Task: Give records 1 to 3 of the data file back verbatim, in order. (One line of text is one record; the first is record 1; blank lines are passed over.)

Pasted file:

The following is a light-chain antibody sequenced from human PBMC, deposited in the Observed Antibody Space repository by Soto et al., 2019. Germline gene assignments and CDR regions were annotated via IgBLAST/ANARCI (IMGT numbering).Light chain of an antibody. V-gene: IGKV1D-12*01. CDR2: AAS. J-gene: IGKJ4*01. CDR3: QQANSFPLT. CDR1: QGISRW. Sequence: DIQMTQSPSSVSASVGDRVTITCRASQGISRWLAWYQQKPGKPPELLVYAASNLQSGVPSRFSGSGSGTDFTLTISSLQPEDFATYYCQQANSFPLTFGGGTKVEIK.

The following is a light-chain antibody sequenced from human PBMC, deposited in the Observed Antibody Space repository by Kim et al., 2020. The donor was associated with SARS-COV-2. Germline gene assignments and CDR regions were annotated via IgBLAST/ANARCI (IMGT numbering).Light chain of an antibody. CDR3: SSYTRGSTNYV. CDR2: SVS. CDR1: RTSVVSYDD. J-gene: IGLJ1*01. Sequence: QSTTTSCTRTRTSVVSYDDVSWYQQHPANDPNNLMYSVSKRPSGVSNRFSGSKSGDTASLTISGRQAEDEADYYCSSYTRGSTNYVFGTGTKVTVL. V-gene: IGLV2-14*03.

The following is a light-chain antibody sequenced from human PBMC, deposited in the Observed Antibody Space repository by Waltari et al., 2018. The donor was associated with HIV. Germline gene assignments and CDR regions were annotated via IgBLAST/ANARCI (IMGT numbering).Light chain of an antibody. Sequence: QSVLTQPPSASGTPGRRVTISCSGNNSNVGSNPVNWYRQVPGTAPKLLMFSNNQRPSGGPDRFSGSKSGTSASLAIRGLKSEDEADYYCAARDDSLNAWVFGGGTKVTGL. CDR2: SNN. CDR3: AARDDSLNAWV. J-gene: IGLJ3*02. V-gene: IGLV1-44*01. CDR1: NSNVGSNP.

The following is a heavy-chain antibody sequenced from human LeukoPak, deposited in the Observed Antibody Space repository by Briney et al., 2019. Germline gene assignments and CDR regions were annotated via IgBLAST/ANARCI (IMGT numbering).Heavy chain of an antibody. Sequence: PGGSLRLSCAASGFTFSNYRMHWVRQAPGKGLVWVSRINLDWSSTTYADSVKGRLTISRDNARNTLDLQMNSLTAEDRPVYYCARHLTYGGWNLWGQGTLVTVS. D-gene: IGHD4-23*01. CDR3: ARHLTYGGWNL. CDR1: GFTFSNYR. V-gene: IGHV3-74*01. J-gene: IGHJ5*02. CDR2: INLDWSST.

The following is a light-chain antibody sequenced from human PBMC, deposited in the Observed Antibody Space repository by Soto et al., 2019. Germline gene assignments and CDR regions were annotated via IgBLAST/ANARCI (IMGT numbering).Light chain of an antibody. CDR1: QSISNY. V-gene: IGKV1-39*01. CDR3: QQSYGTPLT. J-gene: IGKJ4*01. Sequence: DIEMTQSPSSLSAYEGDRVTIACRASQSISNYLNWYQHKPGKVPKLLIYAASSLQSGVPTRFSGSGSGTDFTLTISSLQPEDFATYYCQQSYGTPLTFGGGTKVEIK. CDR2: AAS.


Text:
The following is a light-chain antibody sequenced from human PBMC, deposited in the Observed Antibody Space repository by Soto et al., 2019. Germline gene assignments and CDR regions were annotated via IgBLAST/ANARCI (IMGT numbering).Light chain of an antibody. V-gene: IGKV1D-12*01. CDR2: AAS. J-gene: IGKJ4*01. CDR3: QQANSFPLT. CDR1: QGISRW. Sequence: DIQMTQSPSSVSASVGDRVTITCRASQGISRWLAWYQQKPGKPPELLVYAASNLQSGVPSRFSGSGSGTDFTLTISSLQPEDFATYYCQQANSFPLTFGGGTKVEIK.

The following is a light-chain antibody sequenced from human PBMC, deposited in the Observed Antibody Space repository by Kim et al., 2020. The donor was associated with SARS-COV-2. Germline gene assignments and CDR regions were annotated via IgBLAST/ANARCI (IMGT numbering).Light chain of an antibody. CDR3: SSYTRGSTNYV. CDR2: SVS. CDR1: RTSVVSYDD. J-gene: IGLJ1*01. Sequence: QSTTTSCTRTRTSVVSYDDVSWYQQHPANDPNNLMYSVSKRPSGVSNRFSGSKSGDTASLTISGRQAEDEADYYCSSYTRGSTNYVFGTGTKVTVL. V-gene: IGLV2-14*03.

The following is a light-chain antibody sequenced from human PBMC, deposited in the Observed Antibody Space repository by Waltari et al., 2018. The donor was associated with HIV. Germline gene assignments and CDR regions were annotated via IgBLAST/ANARCI (IMGT numbering).Light chain of an antibody. Sequence: QSVLTQPPSASGTPGRRVTISCSGNNSNVGSNPVNWYRQVPGTAPKLLMFSNNQRPSGGPDRFSGSKSGTSASLAIRGLKSEDEADYYCAARDDSLNAWVFGGGTKVTGL. CDR2: SNN. CDR3: AARDDSLNAWV. J-gene: IGLJ3*02. V-gene: IGLV1-44*01. CDR1: NSNVGSNP.